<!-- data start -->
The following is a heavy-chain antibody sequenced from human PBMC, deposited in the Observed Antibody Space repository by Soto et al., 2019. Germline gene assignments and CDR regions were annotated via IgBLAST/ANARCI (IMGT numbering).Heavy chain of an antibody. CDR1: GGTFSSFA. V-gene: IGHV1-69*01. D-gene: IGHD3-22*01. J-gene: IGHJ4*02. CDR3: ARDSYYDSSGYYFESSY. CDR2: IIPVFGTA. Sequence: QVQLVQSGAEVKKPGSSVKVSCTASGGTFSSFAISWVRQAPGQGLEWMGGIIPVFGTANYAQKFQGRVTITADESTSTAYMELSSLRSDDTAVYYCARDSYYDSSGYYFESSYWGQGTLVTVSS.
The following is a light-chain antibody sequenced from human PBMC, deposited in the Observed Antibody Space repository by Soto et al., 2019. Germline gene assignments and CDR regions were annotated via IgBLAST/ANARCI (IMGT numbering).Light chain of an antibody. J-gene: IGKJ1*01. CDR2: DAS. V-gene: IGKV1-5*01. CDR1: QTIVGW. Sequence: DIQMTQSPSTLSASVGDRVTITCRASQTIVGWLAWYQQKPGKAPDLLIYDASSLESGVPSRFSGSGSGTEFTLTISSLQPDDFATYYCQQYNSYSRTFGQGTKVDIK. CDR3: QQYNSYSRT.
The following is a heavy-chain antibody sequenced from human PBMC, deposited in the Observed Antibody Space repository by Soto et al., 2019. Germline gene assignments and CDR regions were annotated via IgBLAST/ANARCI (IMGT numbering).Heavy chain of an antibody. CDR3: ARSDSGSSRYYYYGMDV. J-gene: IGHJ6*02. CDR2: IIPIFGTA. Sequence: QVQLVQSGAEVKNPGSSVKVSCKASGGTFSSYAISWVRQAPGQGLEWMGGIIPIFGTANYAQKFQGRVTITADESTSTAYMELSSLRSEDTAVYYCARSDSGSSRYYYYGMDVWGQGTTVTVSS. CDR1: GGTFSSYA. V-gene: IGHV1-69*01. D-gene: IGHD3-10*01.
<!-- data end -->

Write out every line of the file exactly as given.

The following is a heavy-chain antibody sequenced from human PBMC, deposited in the Observed Antibody Space repository by Soto et al., 2019. Germline gene assignments and CDR regions were annotated via IgBLAST/ANARCI (IMGT numbering).Heavy chain of an antibody. CDR1: GGTFSSFA. V-gene: IGHV1-69*01. D-gene: IGHD3-22*01. J-gene: IGHJ4*02. CDR3: ARDSYYDSSGYYFESSY. CDR2: IIPVFGTA. Sequence: QVQLVQSGAEVKKPGSSVKVSCTASGGTFSSFAISWVRQAPGQGLEWMGGIIPVFGTANYAQKFQGRVTITADESTSTAYMELSSLRSDDTAVYYCARDSYYDSSGYYFESSYWGQGTLVTVSS.
The following is a light-chain antibody sequenced from human PBMC, deposited in the Observed Antibody Space repository by Soto et al., 2019. Germline gene assignments and CDR regions were annotated via IgBLAST/ANARCI (IMGT numbering).Light chain of an antibody. J-gene: IGKJ1*01. CDR2: DAS. V-gene: IGKV1-5*01. CDR1: QTIVGW. Sequence: DIQMTQSPSTLSASVGDRVTITCRASQTIVGWLAWYQQKPGKAPDLLIYDASSLESGVPSRFSGSGSGTEFTLTISSLQPDDFATYYCQQYNSYSRTFGQGTKVDIK. CDR3: QQYNSYSRT.
The following is a heavy-chain antibody sequenced from human PBMC, deposited in the Observed Antibody Space repository by Soto et al., 2019. Germline gene assignments and CDR regions were annotated via IgBLAST/ANARCI (IMGT numbering).Heavy chain of an antibody. CDR3: ARSDSGSSRYYYYGMDV. J-gene: IGHJ6*02. CDR2: IIPIFGTA. Sequence: QVQLVQSGAEVKNPGSSVKVSCKASGGTFSSYAISWVRQAPGQGLEWMGGIIPIFGTANYAQKFQGRVTITADESTSTAYMELSSLRSEDTAVYYCARSDSGSSRYYYYGMDVWGQGTTVTVSS. CDR1: GGTFSSYA. V-gene: IGHV1-69*01. D-gene: IGHD3-10*01.